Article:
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Ian Munro
Ian Munro
Unconditional love allows children to flourish, feel good about themselves, feel that they are worthwhile people and, when times are tough, to keep going, writes Ian Munro.

Last week we joined friends as they welcomed their new grandson, their first grandchild.

It was heartwarming to stand back and watch the unconditional love a baby engenders.

It’s a love that comes just because the baby exists; not for its behaviours, not because of its cleverness, but just because it is.

And, amazingly, this love is reciprocated. Our baby instinctively loves and trusts us unconditionally.

Our love might be sorely tested by sleepless nights but it’s the crying we don’t like, not the baby.

It’s a distinction we sometimes lose sight of as the months and years pass by; the distinction between our love for our child and our dislike of their behaviour.

It’s easy to love them when they do something that makes us proud but not so easy when the school calls us in, or they’ve broken a window again, or have bloodied their brother’s nose.

Our likes and dislikes of their behaviour can be conditional, but our love shouldn’t be, especially at the times when it can seem hardest to give.

This isn’t a "my child can do no wrong" approach that I’m talking about. We may have to discipline severely and let them suffer natural consequences, but we must also continually demonstrate to them that we still love and respect them as a person.

It’s this unconditional love that allows them to flourish, to feel good about themselves, to feel that they are worthwhile people and, when times are tough, to keep going.

The sight of one our own sitting morosely in the police station might elicit every feeling except love. And yet that’s one of the times when the need for unconditional love is greatest.

We don’t condone the crime, we don’t try to rescue or make excuses, but we are there for them and will make sure everything is done correctly, that they understand what’s happening and going to happen and that we’ll get them home safely.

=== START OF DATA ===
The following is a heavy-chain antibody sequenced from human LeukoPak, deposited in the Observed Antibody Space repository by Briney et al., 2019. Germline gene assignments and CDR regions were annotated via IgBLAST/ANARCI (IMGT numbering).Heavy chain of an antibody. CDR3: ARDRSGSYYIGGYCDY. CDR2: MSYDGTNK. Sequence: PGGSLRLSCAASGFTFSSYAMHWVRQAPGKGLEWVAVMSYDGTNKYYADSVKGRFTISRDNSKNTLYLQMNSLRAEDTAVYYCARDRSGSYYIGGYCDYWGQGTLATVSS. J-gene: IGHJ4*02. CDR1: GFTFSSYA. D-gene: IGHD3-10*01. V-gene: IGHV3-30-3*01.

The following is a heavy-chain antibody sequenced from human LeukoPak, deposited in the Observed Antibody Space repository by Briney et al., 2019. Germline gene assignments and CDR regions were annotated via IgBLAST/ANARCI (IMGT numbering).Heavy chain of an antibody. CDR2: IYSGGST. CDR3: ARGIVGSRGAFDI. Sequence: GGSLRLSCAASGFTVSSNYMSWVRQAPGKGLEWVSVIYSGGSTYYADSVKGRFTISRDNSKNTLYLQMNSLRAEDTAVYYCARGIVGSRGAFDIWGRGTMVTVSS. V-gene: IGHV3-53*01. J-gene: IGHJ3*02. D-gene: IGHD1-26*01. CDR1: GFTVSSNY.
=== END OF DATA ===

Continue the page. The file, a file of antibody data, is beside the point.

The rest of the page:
We may have some heart-to-hearts ahead of us, maybe a trial. We’ll let them know in no uncertain terms that we don’t approve of their actions, but we will also let them know that we love them.

Conditional love, on the other hand, leaves youngsters in a vacuum. They’re always trying to do the right thing to get love but can never quite make it. They believe there must be something wrong with them. In the end they’ll accept whatever love they can get from whoever will give it, often at a terrible cost to themselves.

Do your youngsters know you love them? Have you told them? Often? Make it a daily gift totally unrelated to anything that’s happened. It’s just because they exist.

 

Comments

"Loving our children just because they exist" Totally support that! Thank you Ian Munro. The same goes for babies not yet born.

We need to remember our children belong to our family unit not the ever encroaching ideology of the State. Ideas being taught in our education system, msm, and politics, even surrounding the pandemic is sadly turning family members against each other like never before. We need to remember that blood is stronger than political leanings.

Your view is counter ideology.
In child development, influences outside the family do not impact on loving, as opposed to punitive or negligent, parenting.

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